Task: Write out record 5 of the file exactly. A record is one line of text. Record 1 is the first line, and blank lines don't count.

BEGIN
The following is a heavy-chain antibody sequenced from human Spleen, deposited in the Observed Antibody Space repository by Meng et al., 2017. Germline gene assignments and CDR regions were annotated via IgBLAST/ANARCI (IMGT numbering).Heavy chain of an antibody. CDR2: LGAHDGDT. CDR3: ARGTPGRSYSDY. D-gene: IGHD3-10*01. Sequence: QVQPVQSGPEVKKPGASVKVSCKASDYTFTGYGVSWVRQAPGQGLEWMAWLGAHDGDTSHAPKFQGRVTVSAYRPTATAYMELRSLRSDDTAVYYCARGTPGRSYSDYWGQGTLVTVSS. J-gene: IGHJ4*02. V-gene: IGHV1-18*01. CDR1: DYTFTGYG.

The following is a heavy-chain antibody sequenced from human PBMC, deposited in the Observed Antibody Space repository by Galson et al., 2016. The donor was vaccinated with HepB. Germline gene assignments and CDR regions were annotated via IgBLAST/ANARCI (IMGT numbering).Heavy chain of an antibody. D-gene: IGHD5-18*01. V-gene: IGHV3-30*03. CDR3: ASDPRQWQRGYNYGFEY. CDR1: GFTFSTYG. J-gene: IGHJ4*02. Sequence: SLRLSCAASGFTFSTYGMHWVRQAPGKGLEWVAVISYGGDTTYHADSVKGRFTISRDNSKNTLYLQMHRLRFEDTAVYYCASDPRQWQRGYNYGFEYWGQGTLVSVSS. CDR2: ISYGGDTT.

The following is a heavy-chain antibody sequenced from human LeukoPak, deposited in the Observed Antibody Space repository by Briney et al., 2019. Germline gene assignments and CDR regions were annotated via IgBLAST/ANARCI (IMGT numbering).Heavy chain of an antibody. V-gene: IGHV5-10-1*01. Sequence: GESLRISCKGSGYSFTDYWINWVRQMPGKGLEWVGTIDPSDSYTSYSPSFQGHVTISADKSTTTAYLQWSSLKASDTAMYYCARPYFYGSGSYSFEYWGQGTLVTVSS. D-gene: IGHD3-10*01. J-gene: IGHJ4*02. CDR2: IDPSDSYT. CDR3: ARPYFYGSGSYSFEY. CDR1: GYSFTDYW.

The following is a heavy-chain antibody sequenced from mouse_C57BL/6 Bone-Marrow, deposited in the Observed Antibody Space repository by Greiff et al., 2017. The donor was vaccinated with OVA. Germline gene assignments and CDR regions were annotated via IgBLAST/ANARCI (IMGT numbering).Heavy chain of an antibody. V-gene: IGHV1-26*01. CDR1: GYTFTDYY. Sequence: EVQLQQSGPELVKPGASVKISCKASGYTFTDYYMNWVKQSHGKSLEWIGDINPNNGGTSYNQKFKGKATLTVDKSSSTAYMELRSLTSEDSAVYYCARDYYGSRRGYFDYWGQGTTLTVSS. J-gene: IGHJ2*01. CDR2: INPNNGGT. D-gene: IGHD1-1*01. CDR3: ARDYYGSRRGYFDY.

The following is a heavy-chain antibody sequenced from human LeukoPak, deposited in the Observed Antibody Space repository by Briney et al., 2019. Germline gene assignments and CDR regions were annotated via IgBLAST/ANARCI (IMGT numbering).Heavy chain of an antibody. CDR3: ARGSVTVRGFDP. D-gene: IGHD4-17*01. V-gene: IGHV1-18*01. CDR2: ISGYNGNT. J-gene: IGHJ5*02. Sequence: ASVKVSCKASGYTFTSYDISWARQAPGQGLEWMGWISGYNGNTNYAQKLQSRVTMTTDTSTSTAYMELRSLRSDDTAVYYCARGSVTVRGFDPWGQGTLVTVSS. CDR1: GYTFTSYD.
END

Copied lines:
The following is a heavy-chain antibody sequenced from human LeukoPak, deposited in the Observed Antibody Space repository by Briney et al., 2019. Germline gene assignments and CDR regions were annotated via IgBLAST/ANARCI (IMGT numbering).Heavy chain of an antibody. CDR3: ARGSVTVRGFDP. D-gene: IGHD4-17*01. V-gene: IGHV1-18*01. CDR2: ISGYNGNT. J-gene: IGHJ5*02. Sequence: ASVKVSCKASGYTFTSYDISWARQAPGQGLEWMGWISGYNGNTNYAQKLQSRVTMTTDTSTSTAYMELRSLRSDDTAVYYCARGSVTVRGFDPWGQGTLVTVSS. CDR1: GYTFTSYD.